Jaggies: Jagged edges or points at the perimeter of objects, which should otherwise appear smooth.

Pixels: The basic unit of the composition of an image on a television screen, computer monitor, or similar display. Ideally, in terms of quality production and program delivery, these Pixels are never perceived by the viewer. Pixels, observed, are also known as "Artifacts."

Pixelization: Squarish blocks or tiles of color, or black and white chips, which are apparent to the viewer.

Images: A variety of things on screen, consisting of Graphics and Stills and other objects, seemingly in the foreground, superimposed on a background.

Graphics: Logos and alpha-numeric messages superimposed on a screen. Sharp to Blurred.

Stills: Photo images without apparent motion. Sharp to Blurred. Also called "Freeze Ups" when they occur in Streamed Media.

Drop Outs: Visual discontinuity.

Motion: Sharp to Blurred Images.

Motion Ghosts: Trails of Images residual from one second to the next, creating Blurred Images.

Audio Quality

Bass: A low-pitched sound or tone. The tones in the lowest register of an instrument.

Treble: The highest part, voice, instrument, or range.

Fidelity: The degree to which an electronic system accurately reproduces the sound or image of its input signal.

Drop Outs: Audio discontinuity.

Distortion: An undesired change in the waveform of a signal. A consequence of such a change, especially a lack of fidelity in reception or reproduction.

For example, any given audio clip of the Human Voice, fed through any sound system at top volume, is considered to be distortion.

The Software Solution Test

Objectives: To provide a fair, consistent and thorough evaluation of the Solution by applying and following good "scientific" methods.

Methodology: The application of an observable and repeatable battery of tests of Audio and Visual characteristics and capabilities of the Solution.

Tested: Satellite TV for PC 2006 Elite Edition: $49.95 USD.

Variable Test Factors: The following Factors all influenced the Results and Conclusions (which are listed below) to a lesser or greater extent.

The Test Equipment Factor

The capabilities of the Personal Computer (PC) used must be considered. Newer, more powerful PCs will naturally deliver better more satisfying overall experiences.

For the Tests, I used my 2006 HP Pavilion ze2000 with its 15" Diagonal Screen (9" Measured Vertically x 12" Measured Horizontally).

The built-in sound system is Altec Lansing, which has provided reasonable fidelity and volume.

My HP PC is capable of acquiring Internet signals Wirelessly.

I used MicroSoft Windows XP and Windows (Free) Media Player 11 to perform all the testing with this Software. Alternately, Real Player may be used, though you may be obliged to buy a Basic Download, as the Free Version may fail to install.

Other than Volume/Performance "hardware acceleration (set to Full)" and something called "sample rate conversion quality (set to Best)" my PC sound system only allows for the standard equalizer settings: Balance and Volume.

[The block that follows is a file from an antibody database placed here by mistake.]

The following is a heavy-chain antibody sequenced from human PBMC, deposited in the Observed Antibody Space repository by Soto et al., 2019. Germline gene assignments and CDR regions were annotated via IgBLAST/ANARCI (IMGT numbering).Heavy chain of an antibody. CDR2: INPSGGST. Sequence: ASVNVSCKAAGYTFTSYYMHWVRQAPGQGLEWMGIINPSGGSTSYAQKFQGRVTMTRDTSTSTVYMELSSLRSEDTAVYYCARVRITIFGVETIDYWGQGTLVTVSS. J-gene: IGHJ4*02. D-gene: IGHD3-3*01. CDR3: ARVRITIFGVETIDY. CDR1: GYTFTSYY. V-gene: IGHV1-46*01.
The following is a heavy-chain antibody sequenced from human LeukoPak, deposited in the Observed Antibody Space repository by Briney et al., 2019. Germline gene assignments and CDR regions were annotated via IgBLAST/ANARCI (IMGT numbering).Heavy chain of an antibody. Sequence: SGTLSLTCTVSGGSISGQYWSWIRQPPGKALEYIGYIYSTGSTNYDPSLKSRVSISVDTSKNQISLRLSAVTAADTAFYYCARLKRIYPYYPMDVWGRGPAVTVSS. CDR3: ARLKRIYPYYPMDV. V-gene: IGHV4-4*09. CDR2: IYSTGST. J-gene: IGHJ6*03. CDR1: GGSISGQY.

Beyond that, there is no real purpose in defining the Audio Characteristics of PCTV. There is simply nothing more of importance to measure.

In preparation for the Test, I downloaded the Software and readied everything on the HP in advance, as per the Software Manufacturers recommendations.
The adjustments included changing the Display Resolution to 800×600, and adjusting Dots Per Inch (DPI) to 96.

For our purposes here, I am referring to the quality of the observed images with the PC Display and Settings adjusted for viewing PCTV: 800×600 Pixels, at 96 DPI, with the Display otherwise in default mode, on the MicroSoft XP Control Panel.

For comparison, I used a Factory Burn DVD of Average Standard Definition (SD) Quality. The sound was generally [8] Very Good quality with well-modulated Base and Treble. The Video quality was also [8] Very Good.

Note: See below Numeric Rating Factors indicated "[ ]"

As the DVD Test I performed before the Software Test, gave such good results, I did not adjust any of the Color Settings available on my Monitor.

The Internet Factor

It must be considered that the Internet, itself, delivers a variable product. All other things being equal, generally, the slower the service available for testing, the more users on the Internet at any given time, and the more intense the demands, the slower the Internet delivery speeds are going to be.
Ultimately, for testing Software Solutions, this means that Buffering can slow to a stop, which in turn means that viewing may be interrupted by interim, or Re-buffering sometimes required to continue Streaming.

In these instances, Still Images will linger on the Display until full Streaming can be restored.

The Internet Connection/Delivery Factor

&bull Dial Up Services (Not Tested): A Software Solution may not work satisfactorily at Dial Up Internet levels, due the huge amount of information that needs to pass through your Internet Connection all at once.